We consider low-temperature behavior of weakly interacting electrons in disordered conductors in the regime when all single-particle eigenstates are localized by the quenched disorder. The key result is that in the absence of coupling of the electrons to any external bath dc electrical conductivity exactly vanishes as long as the temperature T does not exceed some finite value T_c. At the same time, it can be also proven that at high enough T the conductivity is finite. These two statements imply that the system undergoes a finite temperature metal-insulator transition, which can be viewed as Anderson-like localization of many-body wave functions in the Fock space. As a result, in the insulating phase electron-electron interaction alone is unable to cause the relaxation and establish the thermal equilibrium.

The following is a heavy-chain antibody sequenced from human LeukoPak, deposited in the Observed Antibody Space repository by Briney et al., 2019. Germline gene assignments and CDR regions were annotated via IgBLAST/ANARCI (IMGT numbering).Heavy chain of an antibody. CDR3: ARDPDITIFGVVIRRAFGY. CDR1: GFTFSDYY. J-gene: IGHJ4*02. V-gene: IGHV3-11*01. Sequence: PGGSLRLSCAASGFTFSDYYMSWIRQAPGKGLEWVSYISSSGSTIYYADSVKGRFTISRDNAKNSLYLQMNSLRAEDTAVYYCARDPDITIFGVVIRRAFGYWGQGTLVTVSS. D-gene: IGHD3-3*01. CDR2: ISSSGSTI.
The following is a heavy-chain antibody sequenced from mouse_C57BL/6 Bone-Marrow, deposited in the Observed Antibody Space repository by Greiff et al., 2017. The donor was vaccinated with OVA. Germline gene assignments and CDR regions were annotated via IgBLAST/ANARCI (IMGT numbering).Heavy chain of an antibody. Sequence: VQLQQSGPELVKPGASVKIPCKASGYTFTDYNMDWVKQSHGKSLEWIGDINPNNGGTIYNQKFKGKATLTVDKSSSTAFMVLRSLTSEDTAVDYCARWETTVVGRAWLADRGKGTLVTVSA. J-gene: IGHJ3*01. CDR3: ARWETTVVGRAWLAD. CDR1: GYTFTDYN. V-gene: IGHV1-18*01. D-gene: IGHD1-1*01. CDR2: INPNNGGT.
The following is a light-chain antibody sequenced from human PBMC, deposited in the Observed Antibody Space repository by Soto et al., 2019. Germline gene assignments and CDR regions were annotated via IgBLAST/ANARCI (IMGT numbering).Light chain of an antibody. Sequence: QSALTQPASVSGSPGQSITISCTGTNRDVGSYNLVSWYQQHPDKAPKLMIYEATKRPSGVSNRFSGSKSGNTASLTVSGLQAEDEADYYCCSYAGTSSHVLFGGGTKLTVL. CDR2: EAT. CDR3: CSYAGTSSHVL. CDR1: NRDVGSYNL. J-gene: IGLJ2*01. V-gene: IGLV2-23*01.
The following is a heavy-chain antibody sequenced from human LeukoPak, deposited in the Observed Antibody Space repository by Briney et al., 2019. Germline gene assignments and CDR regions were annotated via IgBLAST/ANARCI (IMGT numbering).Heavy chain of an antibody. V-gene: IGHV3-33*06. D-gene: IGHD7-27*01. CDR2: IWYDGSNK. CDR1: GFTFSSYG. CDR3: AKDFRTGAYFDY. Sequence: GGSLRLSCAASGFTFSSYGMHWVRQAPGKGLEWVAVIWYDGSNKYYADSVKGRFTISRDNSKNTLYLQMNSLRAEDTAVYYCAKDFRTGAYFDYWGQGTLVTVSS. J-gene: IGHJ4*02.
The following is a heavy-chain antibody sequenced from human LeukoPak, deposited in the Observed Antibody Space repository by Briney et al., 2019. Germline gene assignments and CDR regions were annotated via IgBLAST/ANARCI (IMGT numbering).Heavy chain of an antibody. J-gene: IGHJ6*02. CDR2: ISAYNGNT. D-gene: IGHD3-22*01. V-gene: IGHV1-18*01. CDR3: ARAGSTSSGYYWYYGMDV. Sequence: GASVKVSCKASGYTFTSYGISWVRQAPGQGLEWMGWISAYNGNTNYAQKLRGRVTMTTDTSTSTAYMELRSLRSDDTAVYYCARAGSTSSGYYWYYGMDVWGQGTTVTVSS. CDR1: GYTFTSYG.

In the presence of a (weak) electron-phonon interaction conductivity becomes finite even in the insulating phase, so the transition is smeared into a crossover. Nevertherless, it still can qualitatively affect the nonlinear conduction, thus giving a possibility of its experimental observation. |